On the negative side, species that seem to be in decline include Bullfinch (just 2 ringed in 2020 vs 14 in 2015), Chaffinch (4 ringed vs 17 in 2017), Dunnock (21 ringed vs 40 in 2017), Great Spotted Woodpecker (1 ringed vs 7 in 2014), Greenfinch (3 ringed vs 40 in 2018), and Treecreeper (4 ringed vs 14 in 2017). We failed to attract any sand martins to the "Sand Castle" for a second year, here's hoping that it will be third time lucky!


Recoveries included a chiffchaff ringed at Linford in August 2019 which moved 739 km down to the west coast of France in 55 days. (This was not reported until 2020.)

A starling ringed in May 2019 was recovered in April 2020, sadly having been found dead within 3km of Linford.

A reed warbler ringed in August 2020 was re-caught in Icklesham, East Sussex having moved 164km in 11 days.



Controls included a reed warbler originally ringed as an adult at Marston Vale Millenium Country Park, Beds in April 2017 which we recaptured in May 2020 making it at least 4 years old.

A cetti's warbler ringed as a juvenile in July 2019 at Brandon Marsh, Warwickshire was recaptured in July 2020.

A garden warbler ringed as a juvenile in September 2018 in Bolea, Spain was recaptured in August 2020 after 707 days and a movement of 1091km.

Two blackcaps ringed at Hillesden, Bucks as juveniles seemed to go the wrong way, moving 20km north east in around 40 days, and were recaptured within a couple of weeks of each other.

A goldcrest ringed as a juvenile in October 2019 at Beachy Head, East Sussex was recaptured at Linford almost exactly one year later, presumably heading south to cross the channel for a second time.

A reed warber ringed as a juvenile in September 2020 at Wilstone Reservoir, Bucks was recaptured 22 days later, having apparently gone the wrong way and moving 32km north!

A lesser redpoll ringed as a juvenile in October 2020 at Marston Sewage Works, Lincs was recaptured 4 days later having travelled 99km south.

A siskin ringed as a juvenile in September 2020 in Telemark, Norway was recaptured 71 days later having travelled 1025km south west.

Thanks go to all the helpers who contributed by scribing, carrying equipment, filling feeders, clearing net rides or simply providing good banter, your help is vitally important to our work and just as important (if not more so) than additional pairs of ringing pliers, so a massive thank you to Tony for all his bad jokes and amazing, high speed release photos, Martin and Margaret R for keeping the feeders full and putting up with all of our early morning clatterings, Amy J for walking all the way back from the far hide to scribe a tit flock and showing great trainee potential, Jessica and Aimee for their excellent net setting skills (sorry about the snake!), Jim for sharing his pics - look forward to seeing you again once lockdown has unlocked.


To Sarah the bramble slayer - I'll always remember our scrub bashing sessions on the bund with fondness, it won't be the same without you.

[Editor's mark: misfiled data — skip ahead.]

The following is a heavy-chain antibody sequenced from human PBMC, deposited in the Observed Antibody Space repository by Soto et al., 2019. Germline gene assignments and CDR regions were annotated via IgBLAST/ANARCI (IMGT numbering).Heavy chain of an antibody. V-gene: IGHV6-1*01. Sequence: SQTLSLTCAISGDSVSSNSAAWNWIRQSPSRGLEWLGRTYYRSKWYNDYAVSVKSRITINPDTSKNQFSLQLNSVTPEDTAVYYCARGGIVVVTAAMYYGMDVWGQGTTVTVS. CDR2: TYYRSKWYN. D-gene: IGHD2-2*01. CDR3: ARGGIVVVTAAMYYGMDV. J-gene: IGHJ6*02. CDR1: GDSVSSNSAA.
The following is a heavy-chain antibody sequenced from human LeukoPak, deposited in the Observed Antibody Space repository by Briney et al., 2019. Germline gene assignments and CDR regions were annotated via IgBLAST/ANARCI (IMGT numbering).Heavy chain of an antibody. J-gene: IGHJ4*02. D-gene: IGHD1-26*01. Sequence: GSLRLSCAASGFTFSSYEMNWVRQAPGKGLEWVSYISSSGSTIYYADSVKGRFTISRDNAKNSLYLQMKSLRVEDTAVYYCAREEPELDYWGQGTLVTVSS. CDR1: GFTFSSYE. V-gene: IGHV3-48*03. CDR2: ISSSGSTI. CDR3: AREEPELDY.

Extra special thanks goes to Keith for tirelessly tagging along and showing amazing dedication and commitment by weathering the early mornings, long set-ups, double sessions, sweltering heat, bitter cold, multiple tiers of lockdown, and learning how to tame the beast... and all of this with a dodgy ankle! 


I also have to thank Martin K and everyone at the Park's Trust for allowing me the great privilege of ringing at the best wildlife site in Milton Keynes. I look forward to many more years of partnership and friendship.


Last but not least, I have to thank Bob, our new and beloved Linford mascot, who brought us great joy and much entertainment between net rounds over the past few months. May your mealworms be ever fat and juicy (and watch out for that sparrowhawk!)


Cheers,


Kenny





Tuesday, 4 August 2020

About Terns


The Common Terns seem to have had a successful breeding year at LLNR and a number of juvenile birds can be seen begging food from the adults.

I recently took this picture which suggests that both parent birds had caught fish and appeared to be queuing up Heathrow style to feed junior.





In actual fact the first adult Tern offered the fish to the youngster then veered off to feed another, leaving the second adult to feed the confused juvenile. I can only assume a case of mistaken identity.



Above, the young Tern finally gets a feed.

Article by Tony Bedford
Photos copyright Tony Bedford.

Monday, 13 July 2020

Welcome Back







The first Marsh Tit to be recorded on the site in the last 5 years was ringed by Kenny Cramer and his team last Sunday. Lets keep our fingers crossed that this is the start of a return of this scarce species.

Thursday, 21 May 2020

Clock This


Those of you who have been following the ringing stats for LLNR for a while will know that in 2017, an impressive 5 cuckoos were ringed at LLNR which accounted for around 10% of all the fully grown cuckoos ringed in the UK that year. 

Since then, despite Kenny's best efforts, we have spectacularly failed to catch another one... until now...A handsome juvenile male stayed in the net long enough to be extracted and processed, ending the long running streak of bad luck. 

At least 3 individuals were present (probably more) and so the cuckoo quest continues...





Monday, 9 March 2020

Best Laid Plans

Following a not too successful inaugural year for the new Sand Martin Nest Bank - we did get some harvest mice in a few nest chambers - a group of FoLLNR volunteers have just carried out some improvements for the 2020 season. 

No we haven't started a "Paragliding section" - waterproof membrane being moved into location